Waiting to announce your pregnancy until you are safely enveloped in the security of the second trimester makes sense â€” for some. The first trimester can be an anxious time, filled with questions about the babyâ€™s health and concern about the stick-to-itiveness of the pregnancy in general.
When I was pregnant with my first child, I happily cloaked myself in secrecy. Only my husband â€“ and a dear girlfriend â€” knew anything of the life that was growing within me. I kept up the charade by ordering club sodas with lime when meeting friends at bars â€“ looks just like a vodka and soda â€“ and making excuses for my sudden need for a daily nap and sudden aversion to any food item that wasnâ€™t made of white flour and water (how do you explain a diet composed exclusively of pizza, pasta, bread and cookies? Itâ€™s not easy.).
Basically, I lied. A lot. Sure, these were lies of the soft and easy white variety. They werenâ€™t hurting anybody and, plus, they were legitimized by societyâ€™s understanding that the first trimester is a shaky time for many women. But almost five years later, divorced, in a new relationship and unexpectedly pregnant with my second child, I decided to take a different approach. If there was one thing I had learned throughout the tumultuous dissolving of my marriage, it was that the truth really would set you free. And if there is one more thing Iâ€™m still learning, itâ€™s that I love myself regardless of what my life looks like to others.
This time around, I told everybody I was pregnant in the first six weeks.
Here are three reasons why:
- Â I wanted to be honest about what was happening to me. Coming clean meant no subterfuge at dinner parties, no lying to friends about why I wasnâ€™t up for going out and no dodging my parentsâ€™ concerned looks as I excused myself â€“ yet again â€“ to run to the bathroom.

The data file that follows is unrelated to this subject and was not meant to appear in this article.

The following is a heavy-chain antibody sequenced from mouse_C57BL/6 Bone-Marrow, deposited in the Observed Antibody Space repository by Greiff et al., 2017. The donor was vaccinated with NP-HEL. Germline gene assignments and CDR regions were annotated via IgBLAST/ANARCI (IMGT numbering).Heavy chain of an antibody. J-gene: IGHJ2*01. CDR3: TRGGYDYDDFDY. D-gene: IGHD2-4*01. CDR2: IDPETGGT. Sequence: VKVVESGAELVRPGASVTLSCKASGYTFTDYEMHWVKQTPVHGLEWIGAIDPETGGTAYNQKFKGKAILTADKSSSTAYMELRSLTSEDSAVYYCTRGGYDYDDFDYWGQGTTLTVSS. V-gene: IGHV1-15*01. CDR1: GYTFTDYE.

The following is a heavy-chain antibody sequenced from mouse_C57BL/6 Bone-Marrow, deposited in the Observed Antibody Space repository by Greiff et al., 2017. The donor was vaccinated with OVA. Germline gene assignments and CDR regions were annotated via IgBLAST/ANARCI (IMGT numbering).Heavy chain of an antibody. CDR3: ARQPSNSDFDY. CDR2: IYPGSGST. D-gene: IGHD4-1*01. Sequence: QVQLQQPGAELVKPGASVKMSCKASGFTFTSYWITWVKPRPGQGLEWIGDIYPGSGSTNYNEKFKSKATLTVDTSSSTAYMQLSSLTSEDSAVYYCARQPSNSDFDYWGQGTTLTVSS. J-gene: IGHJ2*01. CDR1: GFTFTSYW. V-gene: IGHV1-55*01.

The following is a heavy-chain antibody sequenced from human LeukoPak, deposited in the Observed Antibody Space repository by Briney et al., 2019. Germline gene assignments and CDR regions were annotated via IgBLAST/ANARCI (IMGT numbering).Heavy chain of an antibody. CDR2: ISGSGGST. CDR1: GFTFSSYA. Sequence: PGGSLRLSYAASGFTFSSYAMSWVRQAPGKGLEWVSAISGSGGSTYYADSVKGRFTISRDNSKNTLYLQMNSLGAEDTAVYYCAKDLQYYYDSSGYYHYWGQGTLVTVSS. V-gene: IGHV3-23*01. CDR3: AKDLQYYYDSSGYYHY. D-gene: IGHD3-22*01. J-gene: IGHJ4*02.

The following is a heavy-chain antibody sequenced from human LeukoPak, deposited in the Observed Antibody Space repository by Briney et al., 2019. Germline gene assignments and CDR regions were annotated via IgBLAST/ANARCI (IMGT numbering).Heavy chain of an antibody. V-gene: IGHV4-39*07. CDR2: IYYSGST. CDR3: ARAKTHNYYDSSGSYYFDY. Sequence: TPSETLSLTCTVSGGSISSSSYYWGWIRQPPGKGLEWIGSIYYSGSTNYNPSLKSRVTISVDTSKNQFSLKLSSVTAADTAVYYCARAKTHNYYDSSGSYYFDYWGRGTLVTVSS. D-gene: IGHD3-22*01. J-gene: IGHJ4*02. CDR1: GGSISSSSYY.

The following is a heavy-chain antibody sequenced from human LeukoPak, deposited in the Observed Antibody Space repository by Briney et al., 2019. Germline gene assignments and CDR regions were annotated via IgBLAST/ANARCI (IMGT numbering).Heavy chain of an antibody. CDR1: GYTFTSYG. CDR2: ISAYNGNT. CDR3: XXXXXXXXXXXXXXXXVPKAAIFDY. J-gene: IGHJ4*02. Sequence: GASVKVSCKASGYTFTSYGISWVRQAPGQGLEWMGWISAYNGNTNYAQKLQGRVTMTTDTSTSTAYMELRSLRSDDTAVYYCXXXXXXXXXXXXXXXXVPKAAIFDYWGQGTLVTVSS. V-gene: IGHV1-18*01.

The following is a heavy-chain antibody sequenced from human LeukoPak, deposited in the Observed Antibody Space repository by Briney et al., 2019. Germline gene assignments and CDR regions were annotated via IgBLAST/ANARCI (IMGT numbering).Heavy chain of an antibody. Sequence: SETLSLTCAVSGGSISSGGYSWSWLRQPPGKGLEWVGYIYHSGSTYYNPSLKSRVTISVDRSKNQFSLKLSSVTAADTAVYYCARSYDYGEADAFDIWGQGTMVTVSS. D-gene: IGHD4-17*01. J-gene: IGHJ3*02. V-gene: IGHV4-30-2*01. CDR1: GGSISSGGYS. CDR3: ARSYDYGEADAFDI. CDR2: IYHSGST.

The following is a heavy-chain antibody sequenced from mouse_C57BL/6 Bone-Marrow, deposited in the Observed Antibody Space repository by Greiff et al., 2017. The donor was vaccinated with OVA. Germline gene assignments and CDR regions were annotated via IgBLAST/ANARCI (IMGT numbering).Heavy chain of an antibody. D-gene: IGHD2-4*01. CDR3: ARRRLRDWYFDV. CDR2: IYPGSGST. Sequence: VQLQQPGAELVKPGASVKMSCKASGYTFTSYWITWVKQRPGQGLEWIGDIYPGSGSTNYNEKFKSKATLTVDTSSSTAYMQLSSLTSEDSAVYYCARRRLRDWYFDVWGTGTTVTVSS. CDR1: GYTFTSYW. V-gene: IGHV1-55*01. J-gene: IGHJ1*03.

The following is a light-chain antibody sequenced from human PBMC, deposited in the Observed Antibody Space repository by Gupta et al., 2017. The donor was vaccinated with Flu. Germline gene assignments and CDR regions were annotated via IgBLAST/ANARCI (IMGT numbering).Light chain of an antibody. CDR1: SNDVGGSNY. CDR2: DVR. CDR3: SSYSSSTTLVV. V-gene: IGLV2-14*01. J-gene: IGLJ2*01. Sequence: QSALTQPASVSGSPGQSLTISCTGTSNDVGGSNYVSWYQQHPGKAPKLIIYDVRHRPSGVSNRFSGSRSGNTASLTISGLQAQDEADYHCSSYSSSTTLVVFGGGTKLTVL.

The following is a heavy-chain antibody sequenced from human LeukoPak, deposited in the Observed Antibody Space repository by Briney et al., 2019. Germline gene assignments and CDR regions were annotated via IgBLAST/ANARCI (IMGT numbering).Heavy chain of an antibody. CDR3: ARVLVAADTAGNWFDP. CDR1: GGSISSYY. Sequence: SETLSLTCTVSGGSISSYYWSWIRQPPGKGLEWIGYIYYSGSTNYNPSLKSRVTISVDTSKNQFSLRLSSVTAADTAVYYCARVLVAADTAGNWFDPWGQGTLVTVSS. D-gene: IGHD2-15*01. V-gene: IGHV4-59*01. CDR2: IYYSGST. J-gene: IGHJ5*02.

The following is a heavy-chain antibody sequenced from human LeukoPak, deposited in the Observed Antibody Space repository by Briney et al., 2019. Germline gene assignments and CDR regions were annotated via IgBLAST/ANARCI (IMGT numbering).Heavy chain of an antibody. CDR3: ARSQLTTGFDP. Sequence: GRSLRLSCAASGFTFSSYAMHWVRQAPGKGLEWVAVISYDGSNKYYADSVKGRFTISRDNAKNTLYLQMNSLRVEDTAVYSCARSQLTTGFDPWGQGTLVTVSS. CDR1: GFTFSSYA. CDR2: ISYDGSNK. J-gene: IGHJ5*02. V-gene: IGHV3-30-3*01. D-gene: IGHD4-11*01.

- I wanted to be as courageous as my girlfriends. Several of my friends had lost their pregnancies in the first three months due to unexpected miscarriage or to severe health complications. Other women faced deeply challenging journeys of infertility before becoming pregnant. These women had bravely shared their stories with me â€“ and with others â€“ not months or years after they occurred, but basically as they were happening. I was in awe of the strength it must have taken to openly face the reality of their situation. And their sharing was a gift that empowered me with information and with a deeper understanding of the broad spectrum of experience that pregnancy can present. I found these women incredibly powerful and generous.
- Â I wanted to lean on friends and family during the supremely emotional 90 first days of pregnancy. Keeping quiet would mean that I would miss out the support offered by loved ones. And I needed support. My hormones were going bonkers and my heart was heavy with big questions: do I have what it takes to be a mother of two? How will my first child adjust to a baby brother? Can my relationship stand up to the pressures of another child? How will I work, play, pursue my dreams with a baby attached to my boob? Being open about my pregnancy from the beginning has allowed me to lean on those who love me throughout this entire nine months of baby making.
Marisa Belger is a Brooklyn-based writer, editor and mama. When not running around with her five-year old boy â€” or preparing for the birth of his little brother â€” she writes about parenting, natural beauty, wellness and green living for publications like Natural Health, Prevention and TODAYShow.com, or collaborates on books like Josh Dorfmanâ€™s The Lazy Environmentalist.